Cantenna How-to Make a Long-range Wi-Fi (2.4GHz) From A Can
Create a cantenna to drastically extend your Wi-Fi signal! Works great with a router that has external antennas, like the old-school classic WRT54G.
Requirements For This Walkthrough
- A wireless router with external, removable antennas, preferably with custom firmware or a wireless USB dongle with a removable antennta
- Mac or PC
- Empty 1qt baby formula can or other similarly-sized aluminum can
- Female N-connector, chassis-mount
- RP-TNC-to-N-male cable for connecting to most routers (a.k.a. pigtail) or an N-male to RP-SMA-male cable for connecting to USB adapters
- Screws (sometimes they come with the chassis-mount N connector)
- 12-gauge copper (if you have scrap cables, you could also unsheath them and see if the copper wire is thick enough to fit into the N connector)
- Soldering iron (a fine-tip with lower heat works best)
- Wire cutters
- Digital (preferred) or analog calipers; or just a tape measure
- Can opener (or something to remove the lid with)
- Fine-tip Sharpie or other utensil to mark the location of the screws
Knowledge, Skills, and Abilities
- Ability to solder
- Ability to install components with screws
- Basic understanding of wireless networking concepts (radios, wavelengths, frequencies, etc.)
How the Cantenna Works
The aluminum can acts as a medium for the radio waves to be guided through, hence the term waveguide cantenna. Radio waves will be “guided” into the can and interact with the wire element, which sends a signal down the pigtail cable and then to your computer or router.
Dimensions of the Can Matter
Each radio frequency has a different wavelength. The wavelength of a signal is the velocity of the wave divided by the frequency. If you can, imagine you can create waves in a small pool. The velocity is the rate at which the wave changes position. The frequency is how many waves you can make in x amount of time. The wavelength will be the distance between each wave you produce.
Now imagine you want to catch some of those waves in an aluminium can. If you make really large waves in the water but have a tiny can, you won’t catch many, or they will just break up. If you can perfectly match the size of your waves to fit inside the can, you will get capture the most water, or in our case, a wireless signal. The only difference is that radio waves are invisible. In order to find out the right size of the can, we need to do some maths.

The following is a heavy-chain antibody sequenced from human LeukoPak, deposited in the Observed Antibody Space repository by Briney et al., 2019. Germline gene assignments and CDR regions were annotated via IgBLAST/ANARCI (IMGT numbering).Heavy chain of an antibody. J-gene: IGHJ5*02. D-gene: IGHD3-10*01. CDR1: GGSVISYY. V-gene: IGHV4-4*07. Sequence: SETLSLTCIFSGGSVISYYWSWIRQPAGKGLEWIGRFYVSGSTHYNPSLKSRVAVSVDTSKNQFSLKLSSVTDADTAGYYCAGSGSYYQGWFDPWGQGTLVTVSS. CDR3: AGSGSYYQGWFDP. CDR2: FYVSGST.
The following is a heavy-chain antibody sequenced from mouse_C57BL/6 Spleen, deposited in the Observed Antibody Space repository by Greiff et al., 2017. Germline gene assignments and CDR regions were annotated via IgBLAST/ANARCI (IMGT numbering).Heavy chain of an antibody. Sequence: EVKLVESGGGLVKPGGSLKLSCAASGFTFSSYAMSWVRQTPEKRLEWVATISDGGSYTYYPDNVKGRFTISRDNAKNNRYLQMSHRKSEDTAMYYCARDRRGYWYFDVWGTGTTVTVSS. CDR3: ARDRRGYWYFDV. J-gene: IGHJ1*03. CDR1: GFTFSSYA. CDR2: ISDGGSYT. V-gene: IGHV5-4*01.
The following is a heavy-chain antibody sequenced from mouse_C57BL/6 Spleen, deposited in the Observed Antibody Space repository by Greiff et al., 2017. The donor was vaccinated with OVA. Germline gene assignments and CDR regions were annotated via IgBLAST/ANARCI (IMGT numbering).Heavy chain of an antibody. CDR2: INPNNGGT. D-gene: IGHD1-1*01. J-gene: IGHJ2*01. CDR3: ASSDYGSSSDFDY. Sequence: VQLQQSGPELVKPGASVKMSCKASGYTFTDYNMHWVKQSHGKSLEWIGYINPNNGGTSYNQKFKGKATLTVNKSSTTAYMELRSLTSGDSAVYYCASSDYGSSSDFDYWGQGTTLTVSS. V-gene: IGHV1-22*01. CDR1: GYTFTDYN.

Guidelines to Cantenna Dimensions
There are a few basic guidelines to follow when making a cantenna. This will also help conceptualize what to do when making it or if you are modifying the can for a different frequency.
- The length of the can should be longer than 3/4 of the wavelength
- The diameter of the can should be longer than 1/2 of the wavelength
- The copper element should be approximately 1/4 of the wavelength
- The copper element should be x millimeters away from the back of the can (rear standoff)–this is based off the overall diameter of the can. Use this calculator to determine this
There is an online calculator, which will help you determine the dimensions of your cantenna.
Formula for Calculating the Wavelength
First, it is important to know that radio waves travel at the speed of light, which is about 300 Mega meters (Mm) per second (the exact speed is 299,792,458 meters/sec). For the purposes of an easy-to-remember formula, I rounded up and converted meters to Mega meters.